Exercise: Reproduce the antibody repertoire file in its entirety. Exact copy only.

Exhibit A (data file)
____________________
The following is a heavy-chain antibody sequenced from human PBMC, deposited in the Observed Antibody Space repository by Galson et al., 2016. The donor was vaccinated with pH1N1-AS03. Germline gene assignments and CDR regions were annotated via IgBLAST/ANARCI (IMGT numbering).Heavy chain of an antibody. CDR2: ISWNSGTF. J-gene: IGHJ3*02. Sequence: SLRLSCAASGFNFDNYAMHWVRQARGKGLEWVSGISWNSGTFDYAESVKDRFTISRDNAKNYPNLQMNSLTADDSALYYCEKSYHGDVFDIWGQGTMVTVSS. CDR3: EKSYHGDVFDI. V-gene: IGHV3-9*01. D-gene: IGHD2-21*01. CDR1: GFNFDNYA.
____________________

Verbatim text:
The following is a heavy-chain antibody sequenced from human PBMC, deposited in the Observed Antibody Space repository by Galson et al., 2016. The donor was vaccinated with pH1N1-AS03. Germline gene assignments and CDR regions were annotated via IgBLAST/ANARCI (IMGT numbering).Heavy chain of an antibody. CDR2: ISWNSGTF. J-gene: IGHJ3*02. Sequence: SLRLSCAASGFNFDNYAMHWVRQARGKGLEWVSGISWNSGTFDYAESVKDRFTISRDNAKNYPNLQMNSLTADDSALYYCEKSYHGDVFDIWGQGTMVTVSS. CDR3: EKSYHGDVFDI. V-gene: IGHV3-9*01. D-gene: IGHD2-21*01. CDR1: GFNFDNYA.